Strengthen the School Community
School Food Gardens are collaborative by nature and bring communities together. School food gardens provide ideal opportunities for community development and engagement in an experiential learning environment. Gardens can support cross-aged buddies programs and function as intergenerational bridges, creating important opportunities for older adults and children to socialize and transfer ideas from one generation to the next. School food gardens provide a perfect opportunity to apply this good practice to strengthen school communities, enhance food literacy across generations and cultures, and celebrate the contributions of all.
Develop Collaborative Partnerships:
Partnering within the school and broader school community is important for building a solid funding and volunteer base for SFGs. Diverse partnerships increase engagement to ensure the long-term sustainability of the garden.
• Create partnerships for the program in the early stages of planning by drawing on the unique assets of the school and surrounding school community.
Volunteers are integral to every SFG. SFGs encourage and support volunteerism with clear ways to get involved. Effective recruitment, orientation and recognition of volunteers can increase retention and ensure program sustainability.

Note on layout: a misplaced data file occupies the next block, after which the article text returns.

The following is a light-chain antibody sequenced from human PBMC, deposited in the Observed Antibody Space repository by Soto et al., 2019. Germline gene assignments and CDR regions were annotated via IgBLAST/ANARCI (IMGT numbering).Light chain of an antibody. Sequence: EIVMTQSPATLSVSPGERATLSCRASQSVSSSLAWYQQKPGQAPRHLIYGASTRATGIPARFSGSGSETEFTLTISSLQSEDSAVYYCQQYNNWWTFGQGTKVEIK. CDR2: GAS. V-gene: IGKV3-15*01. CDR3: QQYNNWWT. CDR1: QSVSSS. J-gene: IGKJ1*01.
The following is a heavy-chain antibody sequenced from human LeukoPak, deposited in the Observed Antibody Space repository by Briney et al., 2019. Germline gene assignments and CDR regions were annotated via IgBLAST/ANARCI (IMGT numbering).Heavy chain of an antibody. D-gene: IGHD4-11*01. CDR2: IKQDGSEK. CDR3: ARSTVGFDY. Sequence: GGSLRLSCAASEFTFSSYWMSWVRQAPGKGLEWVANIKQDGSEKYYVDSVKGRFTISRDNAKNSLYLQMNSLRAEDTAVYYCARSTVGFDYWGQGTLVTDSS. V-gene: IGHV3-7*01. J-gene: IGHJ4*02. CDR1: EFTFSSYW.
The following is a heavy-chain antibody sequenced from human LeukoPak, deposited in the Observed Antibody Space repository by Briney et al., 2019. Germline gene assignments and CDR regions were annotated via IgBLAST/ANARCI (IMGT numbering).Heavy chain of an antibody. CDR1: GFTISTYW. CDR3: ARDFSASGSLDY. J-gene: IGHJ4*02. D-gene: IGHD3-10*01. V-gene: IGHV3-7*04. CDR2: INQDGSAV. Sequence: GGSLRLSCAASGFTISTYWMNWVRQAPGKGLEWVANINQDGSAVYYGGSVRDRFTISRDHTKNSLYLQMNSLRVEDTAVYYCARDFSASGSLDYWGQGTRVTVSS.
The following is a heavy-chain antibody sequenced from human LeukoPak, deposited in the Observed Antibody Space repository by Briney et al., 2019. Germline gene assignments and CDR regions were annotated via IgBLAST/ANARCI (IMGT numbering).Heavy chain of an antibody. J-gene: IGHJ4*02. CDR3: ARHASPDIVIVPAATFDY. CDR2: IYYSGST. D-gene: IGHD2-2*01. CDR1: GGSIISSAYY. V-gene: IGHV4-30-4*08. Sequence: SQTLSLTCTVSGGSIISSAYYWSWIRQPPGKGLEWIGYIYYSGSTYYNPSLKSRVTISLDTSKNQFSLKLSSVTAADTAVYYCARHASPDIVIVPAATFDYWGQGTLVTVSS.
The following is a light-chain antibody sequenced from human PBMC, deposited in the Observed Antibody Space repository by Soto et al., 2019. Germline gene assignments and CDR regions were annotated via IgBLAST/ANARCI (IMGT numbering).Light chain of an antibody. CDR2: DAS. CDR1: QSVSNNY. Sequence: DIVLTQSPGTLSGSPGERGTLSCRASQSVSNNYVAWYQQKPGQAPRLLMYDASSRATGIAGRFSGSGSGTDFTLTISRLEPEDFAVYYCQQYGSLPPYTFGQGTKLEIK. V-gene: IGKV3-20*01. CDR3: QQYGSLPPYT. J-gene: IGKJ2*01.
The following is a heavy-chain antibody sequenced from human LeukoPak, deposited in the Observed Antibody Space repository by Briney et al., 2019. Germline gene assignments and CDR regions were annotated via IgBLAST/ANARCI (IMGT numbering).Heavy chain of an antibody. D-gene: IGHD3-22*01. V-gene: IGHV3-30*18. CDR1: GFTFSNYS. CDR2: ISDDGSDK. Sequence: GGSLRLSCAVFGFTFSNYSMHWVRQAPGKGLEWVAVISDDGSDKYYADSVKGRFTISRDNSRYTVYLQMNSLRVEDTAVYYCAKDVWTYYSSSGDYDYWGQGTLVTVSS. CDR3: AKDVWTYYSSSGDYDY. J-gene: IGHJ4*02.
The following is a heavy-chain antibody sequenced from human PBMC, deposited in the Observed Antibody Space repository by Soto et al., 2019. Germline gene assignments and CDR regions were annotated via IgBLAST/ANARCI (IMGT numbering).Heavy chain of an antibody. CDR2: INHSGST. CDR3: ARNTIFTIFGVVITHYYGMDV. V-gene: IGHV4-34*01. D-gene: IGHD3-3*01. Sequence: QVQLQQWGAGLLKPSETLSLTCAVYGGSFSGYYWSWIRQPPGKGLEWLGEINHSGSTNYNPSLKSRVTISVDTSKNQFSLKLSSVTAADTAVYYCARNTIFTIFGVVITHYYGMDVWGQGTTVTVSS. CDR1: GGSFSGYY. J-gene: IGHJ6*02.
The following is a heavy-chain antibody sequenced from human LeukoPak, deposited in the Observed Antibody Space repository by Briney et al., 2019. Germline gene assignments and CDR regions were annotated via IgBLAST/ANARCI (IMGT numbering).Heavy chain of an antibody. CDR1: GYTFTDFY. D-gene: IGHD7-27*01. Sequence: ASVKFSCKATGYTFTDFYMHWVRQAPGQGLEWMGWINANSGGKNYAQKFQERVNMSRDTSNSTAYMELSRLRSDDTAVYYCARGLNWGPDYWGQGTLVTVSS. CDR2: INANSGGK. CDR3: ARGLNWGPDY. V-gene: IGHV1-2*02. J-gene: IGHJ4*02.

•School food gardens recognize contributions made by volunteers and supporters in the school community through certificates of appreciation, thank you letters and school events.
• Volunteers are kept informed in appropriate and meaningful ways.
Whether seeds, soil or building materials, the benefits of buying local and engaging local expertise extends beyond the garden.
• School food gardens choose to support local people and products wherever possible to strengthen local economies.
Valuing Volunteers: Explore the ideas of volunteerism and community with the class. Students can engage in a range of creative and purposeful writing activities, such as creating invitations and recruitment letters, writing volunteer role descriptions and penning thank you cards or poems to the community members that give their time to helping the garden grow.
Story from the Field: Growing Together
When we were finished doing the work and the kids were taking a break on the grass, we got a visit from a lady who lives across the street from the school. She came over with cherries and sliced watermelon for the kids. It was so wonderful, we sat on the grass and chatted, and had an impromptu picnic! She was a member of the local garden club and said she would keep and eye on the garden for us over the summer. We had left over manure and told her that we would leave it there for any of the members of her garden club to help themselves! - Community Volunteer
Resources for Strengthen the School Community